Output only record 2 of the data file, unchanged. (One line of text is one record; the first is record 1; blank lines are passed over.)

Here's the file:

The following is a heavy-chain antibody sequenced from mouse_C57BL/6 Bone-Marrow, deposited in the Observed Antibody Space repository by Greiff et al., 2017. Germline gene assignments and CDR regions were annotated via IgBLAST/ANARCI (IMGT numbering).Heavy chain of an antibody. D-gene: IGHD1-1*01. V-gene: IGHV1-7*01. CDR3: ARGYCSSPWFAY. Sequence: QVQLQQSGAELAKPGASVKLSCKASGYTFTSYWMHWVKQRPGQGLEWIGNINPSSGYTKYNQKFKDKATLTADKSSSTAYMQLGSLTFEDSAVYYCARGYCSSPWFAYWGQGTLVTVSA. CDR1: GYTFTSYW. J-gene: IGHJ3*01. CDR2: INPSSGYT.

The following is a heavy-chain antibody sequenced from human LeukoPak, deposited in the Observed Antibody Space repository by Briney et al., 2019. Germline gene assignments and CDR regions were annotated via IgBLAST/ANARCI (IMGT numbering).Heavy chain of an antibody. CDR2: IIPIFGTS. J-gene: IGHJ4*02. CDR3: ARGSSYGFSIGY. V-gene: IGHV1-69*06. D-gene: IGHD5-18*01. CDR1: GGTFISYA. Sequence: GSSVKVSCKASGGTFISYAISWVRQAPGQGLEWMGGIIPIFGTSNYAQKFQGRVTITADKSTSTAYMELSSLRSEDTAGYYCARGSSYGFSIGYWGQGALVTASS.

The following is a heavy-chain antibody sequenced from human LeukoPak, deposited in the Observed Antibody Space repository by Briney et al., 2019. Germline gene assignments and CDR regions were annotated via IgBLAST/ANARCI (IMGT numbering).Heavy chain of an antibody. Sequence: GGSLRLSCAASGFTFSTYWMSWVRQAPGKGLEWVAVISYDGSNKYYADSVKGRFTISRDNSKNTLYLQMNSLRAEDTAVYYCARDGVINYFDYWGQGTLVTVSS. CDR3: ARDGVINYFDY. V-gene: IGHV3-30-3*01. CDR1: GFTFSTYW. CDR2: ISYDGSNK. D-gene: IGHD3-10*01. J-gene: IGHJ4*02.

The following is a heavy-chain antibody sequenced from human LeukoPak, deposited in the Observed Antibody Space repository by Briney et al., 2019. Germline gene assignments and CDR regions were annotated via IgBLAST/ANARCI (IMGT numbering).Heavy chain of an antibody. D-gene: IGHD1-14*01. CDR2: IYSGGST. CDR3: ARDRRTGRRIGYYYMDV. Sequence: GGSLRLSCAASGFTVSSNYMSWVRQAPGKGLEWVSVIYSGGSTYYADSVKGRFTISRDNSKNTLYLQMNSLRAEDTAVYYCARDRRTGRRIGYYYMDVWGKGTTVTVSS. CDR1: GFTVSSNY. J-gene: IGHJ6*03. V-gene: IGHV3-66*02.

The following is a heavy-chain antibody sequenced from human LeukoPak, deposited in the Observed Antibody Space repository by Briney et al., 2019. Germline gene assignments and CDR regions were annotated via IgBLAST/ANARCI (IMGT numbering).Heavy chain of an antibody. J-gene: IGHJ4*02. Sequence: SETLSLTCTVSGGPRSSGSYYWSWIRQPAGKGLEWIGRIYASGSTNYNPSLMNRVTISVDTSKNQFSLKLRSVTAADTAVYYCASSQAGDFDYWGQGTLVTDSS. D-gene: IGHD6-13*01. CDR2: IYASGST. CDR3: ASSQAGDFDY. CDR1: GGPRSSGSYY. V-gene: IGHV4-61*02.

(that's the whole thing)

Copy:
The following is a heavy-chain antibody sequenced from human LeukoPak, deposited in the Observed Antibody Space repository by Briney et al., 2019. Germline gene assignments and CDR regions were annotated via IgBLAST/ANARCI (IMGT numbering).Heavy chain of an antibody. CDR2: IIPIFGTS. J-gene: IGHJ4*02. CDR3: ARGSSYGFSIGY. V-gene: IGHV1-69*06. D-gene: IGHD5-18*01. CDR1: GGTFISYA. Sequence: GSSVKVSCKASGGTFISYAISWVRQAPGQGLEWMGGIIPIFGTSNYAQKFQGRVTITADKSTSTAYMELSSLRSEDTAGYYCARGSSYGFSIGYWGQGALVTASS.